Cortes has a seemingly endless amount of energy. In addition to his job as director of the TRIO Upward Bound Math and Science and 21st CCLC Pathways programs, Cortes developed an annual conference called STEAM, which stands for Science, Technology, Engineering, Arts and Math. The focus is to show student participants that math has an impact on all disciplines and not just those associated with STEM. He serves as a Khan Academy Ambassador as part of the Chicago Learn Storm Project, which is aimed to improve math skills in Chicago and the nearby suburbs for students from third through 12th grades. He is a U.S. Department of Agriculture Kika De La Garza Fellow. That program offers faculty and staff from Hispanic Serving Institutions the opportunity to work collaboratively with the USDA to gain insight and understanding of the federal government. He serves as the Illinois TRIO president, is co-chair of the Council for Opportunity in Education’s STEM Communities of Practice and is a Southeastern Association of Educational Opportunity Program Personnel (SAEOPP) Federal TRIO trainer.
Born in Mexico, Cortes moved to the United States at age 16 and attended Marie Curie High School in Chicago. Cortes is not a first-generation college student like many of the children he works with will become, but his family did face financial challenges upon arriving in the United States. After graduating from high school, Cortes was accepted at UIC, but his family couldn’t afford the tuition. Instead, he attended Harold Washington College, where he breezed through the math and science courses but was stunned by his struggles in the English courses.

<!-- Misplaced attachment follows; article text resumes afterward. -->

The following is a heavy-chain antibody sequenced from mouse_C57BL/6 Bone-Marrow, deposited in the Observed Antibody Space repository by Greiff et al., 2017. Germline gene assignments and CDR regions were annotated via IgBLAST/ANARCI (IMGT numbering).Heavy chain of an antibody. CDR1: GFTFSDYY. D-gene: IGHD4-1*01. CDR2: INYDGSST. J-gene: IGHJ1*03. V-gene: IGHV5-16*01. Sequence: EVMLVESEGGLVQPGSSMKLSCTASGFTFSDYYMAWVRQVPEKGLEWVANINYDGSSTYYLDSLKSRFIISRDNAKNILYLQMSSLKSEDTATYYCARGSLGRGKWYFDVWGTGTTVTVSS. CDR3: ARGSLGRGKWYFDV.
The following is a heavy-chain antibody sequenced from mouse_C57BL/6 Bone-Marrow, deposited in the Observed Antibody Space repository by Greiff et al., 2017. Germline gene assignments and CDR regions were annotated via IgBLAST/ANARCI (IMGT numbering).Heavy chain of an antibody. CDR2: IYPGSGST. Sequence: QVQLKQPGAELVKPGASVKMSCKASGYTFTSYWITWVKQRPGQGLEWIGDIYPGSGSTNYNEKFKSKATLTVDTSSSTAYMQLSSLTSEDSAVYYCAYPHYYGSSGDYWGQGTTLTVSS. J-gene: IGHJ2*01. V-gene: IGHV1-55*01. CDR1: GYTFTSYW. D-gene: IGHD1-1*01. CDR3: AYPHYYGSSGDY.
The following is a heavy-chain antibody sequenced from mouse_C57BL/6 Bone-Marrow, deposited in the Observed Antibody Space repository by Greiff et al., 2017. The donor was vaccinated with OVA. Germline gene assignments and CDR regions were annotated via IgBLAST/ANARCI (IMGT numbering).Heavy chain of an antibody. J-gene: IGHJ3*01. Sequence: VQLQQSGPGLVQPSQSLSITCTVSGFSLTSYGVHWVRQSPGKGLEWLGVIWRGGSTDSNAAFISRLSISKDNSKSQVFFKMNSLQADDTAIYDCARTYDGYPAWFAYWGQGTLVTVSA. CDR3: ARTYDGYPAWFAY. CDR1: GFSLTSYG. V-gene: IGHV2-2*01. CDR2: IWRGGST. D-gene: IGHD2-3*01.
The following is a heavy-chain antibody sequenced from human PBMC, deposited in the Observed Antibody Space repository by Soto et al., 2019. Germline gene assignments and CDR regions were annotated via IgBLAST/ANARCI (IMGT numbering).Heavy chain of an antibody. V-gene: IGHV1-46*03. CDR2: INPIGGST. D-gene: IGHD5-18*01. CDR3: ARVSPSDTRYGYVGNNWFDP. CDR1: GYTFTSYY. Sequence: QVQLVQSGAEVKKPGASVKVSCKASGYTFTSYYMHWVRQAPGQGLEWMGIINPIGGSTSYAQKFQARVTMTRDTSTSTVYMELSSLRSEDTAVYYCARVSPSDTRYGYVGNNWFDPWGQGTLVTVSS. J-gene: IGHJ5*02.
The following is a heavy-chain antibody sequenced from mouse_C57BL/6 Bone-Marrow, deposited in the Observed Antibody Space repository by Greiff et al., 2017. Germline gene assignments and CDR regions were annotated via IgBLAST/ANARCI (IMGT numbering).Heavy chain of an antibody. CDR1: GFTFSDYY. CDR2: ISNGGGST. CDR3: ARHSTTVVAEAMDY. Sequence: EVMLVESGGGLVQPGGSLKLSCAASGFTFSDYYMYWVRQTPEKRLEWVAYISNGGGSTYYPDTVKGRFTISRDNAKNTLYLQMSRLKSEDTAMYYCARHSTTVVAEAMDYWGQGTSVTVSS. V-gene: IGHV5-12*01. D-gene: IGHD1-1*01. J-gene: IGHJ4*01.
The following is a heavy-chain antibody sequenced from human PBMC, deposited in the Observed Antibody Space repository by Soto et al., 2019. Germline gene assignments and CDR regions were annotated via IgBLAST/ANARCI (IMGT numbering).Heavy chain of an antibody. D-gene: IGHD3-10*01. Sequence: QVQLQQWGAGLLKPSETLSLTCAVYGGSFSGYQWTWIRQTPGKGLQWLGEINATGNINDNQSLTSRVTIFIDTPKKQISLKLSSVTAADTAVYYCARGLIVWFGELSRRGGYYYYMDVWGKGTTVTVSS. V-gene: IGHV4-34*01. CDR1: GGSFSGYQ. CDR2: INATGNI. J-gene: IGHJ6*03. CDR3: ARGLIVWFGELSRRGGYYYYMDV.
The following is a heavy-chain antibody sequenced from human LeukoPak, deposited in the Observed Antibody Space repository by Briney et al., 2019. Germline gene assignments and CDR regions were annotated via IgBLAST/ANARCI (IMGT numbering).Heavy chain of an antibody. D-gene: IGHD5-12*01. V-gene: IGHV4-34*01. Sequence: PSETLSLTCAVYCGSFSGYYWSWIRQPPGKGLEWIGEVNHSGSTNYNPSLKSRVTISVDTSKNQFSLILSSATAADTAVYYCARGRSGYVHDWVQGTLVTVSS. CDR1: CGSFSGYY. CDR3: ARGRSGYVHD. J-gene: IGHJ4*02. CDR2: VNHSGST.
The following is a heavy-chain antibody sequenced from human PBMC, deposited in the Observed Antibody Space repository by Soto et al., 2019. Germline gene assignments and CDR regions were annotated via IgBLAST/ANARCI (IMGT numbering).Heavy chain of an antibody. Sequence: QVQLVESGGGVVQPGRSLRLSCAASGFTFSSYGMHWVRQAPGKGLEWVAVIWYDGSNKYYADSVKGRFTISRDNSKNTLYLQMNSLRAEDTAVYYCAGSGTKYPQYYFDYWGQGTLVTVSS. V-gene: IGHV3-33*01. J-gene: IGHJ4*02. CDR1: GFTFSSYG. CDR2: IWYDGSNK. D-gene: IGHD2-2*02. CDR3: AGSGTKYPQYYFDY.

“It was a bit of a shock,” Cortes said. “I was getting A’s in honors literature during high school, and in college I am told I don’t know how to write a sentence correctly.”
Cortes was determined to keep his focus and also changed his mind about his career plans. He started college wanting to be an engineer or an architect, but found the program itself did not align with his interest in social justice and empowering underserved populations. He changed majors at UIC and earned his double bachelor’s degree in Criminal Justice and Latin American and Latino Studies in 2004. He wanted to attend law school at Illinois Institute of Technology but once again couldn’t afford the tuition. Cortes wasn’t deterred and enrolled in a research opportunity summer program upon completion of his undergraduate degree. This program allowed him to learn about the master’s degree in Urban Planning and Policy at UIC, where he could mix his interest in science and social studies. The research opportunity summer program that lead him to graduate school was attached to the TRIO McNair Scholars project, with which Cortes was unfamiliar at the time.
Cortes didn’t have a background in education. In order to gain the expertise he earned a second master’s degree—this one in math and science education at IIT in 2013.
“It’s funny to say that I wanted to go to UIC and eventually made it there and then the same thing happened at IIT, but I eventually found myself there too,” said Cortes, who is now pursing a Ph.D. in Science Education at IIT. Cortes said he’s glad that he didn’t let obstacles get in the way of his pursuit of learning and achieving.
“You don’t know where your path is really going to take you,” he said. “You don’t know what you will encounter on the way. I think as we grow, we need to persevere and we need to know that no one is against you. You are against yourself when you let things affect you.”